BRUSSELS – The first metal 3D printer for space, developed by Airbus* for the European Space Agency (ESA), will soon be tested on board the Columbus module of the International Space Station (ISS). Airbus says it could be a real game-changer for manufacturing in space and future missions to the Moon or Mars. Continue reading the original article.
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February 13, 2024 – Gwenaëlle Aridon, senior engineer at Airbus Space Assembly, says: “The metal 3D printer will open up new manufacturing possibilities in orbit, including the ability to produce load-bearing structural parts that are more resilient than a plastic equivalent.” Astronauts will be able to use tools such as wrenches or assembly interfaces that could connect multiple parts together. The flexibility and rapid availability of 3D printing will significantly improve astronauts’ autonomy.”
While the process of 3D printing is mastered on Earth, printing metal in space presents its own technical challenges, explains Sébastien Girault, systems engineer for metal 3D printers at Airbus. “The first challenge with this technology demonstrator was the size. “On Earth, current metal 3D printers are installed in a laboratory that is at least ten square meters in size,” he says. “To create the prototype for the ISS, we had to shrink the printer to the size of a washing machine.” This miniaturization is necessary to fit into the rack that will house the printer on board the ISS’s Columbus laboratory. “At this size we can print parts with a volume of nine centimeters high and five centimeters wide,” says Girault.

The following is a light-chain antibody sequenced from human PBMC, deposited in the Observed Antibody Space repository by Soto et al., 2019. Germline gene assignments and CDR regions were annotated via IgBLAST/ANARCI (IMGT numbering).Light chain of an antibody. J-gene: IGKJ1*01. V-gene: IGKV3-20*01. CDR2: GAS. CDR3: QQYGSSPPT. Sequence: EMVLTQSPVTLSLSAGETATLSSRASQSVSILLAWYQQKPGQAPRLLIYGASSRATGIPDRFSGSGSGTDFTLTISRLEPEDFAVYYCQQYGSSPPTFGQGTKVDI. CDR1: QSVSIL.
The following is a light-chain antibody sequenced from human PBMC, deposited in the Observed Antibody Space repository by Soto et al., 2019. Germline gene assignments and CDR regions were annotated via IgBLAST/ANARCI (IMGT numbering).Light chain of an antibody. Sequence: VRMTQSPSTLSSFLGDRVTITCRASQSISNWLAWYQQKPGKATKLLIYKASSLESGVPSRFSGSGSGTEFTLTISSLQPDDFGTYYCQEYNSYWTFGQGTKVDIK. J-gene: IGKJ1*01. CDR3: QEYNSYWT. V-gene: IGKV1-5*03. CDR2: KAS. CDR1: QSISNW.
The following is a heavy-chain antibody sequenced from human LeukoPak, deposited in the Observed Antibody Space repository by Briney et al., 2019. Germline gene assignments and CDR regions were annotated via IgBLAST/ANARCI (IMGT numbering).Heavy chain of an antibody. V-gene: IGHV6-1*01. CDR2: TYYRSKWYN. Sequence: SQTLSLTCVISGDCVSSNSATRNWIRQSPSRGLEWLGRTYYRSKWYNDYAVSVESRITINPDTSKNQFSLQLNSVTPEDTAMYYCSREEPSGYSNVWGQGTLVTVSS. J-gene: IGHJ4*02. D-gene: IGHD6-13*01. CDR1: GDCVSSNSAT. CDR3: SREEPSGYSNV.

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Jamie Whitney, Editor-in-Chief
Military + Aerospace Electronics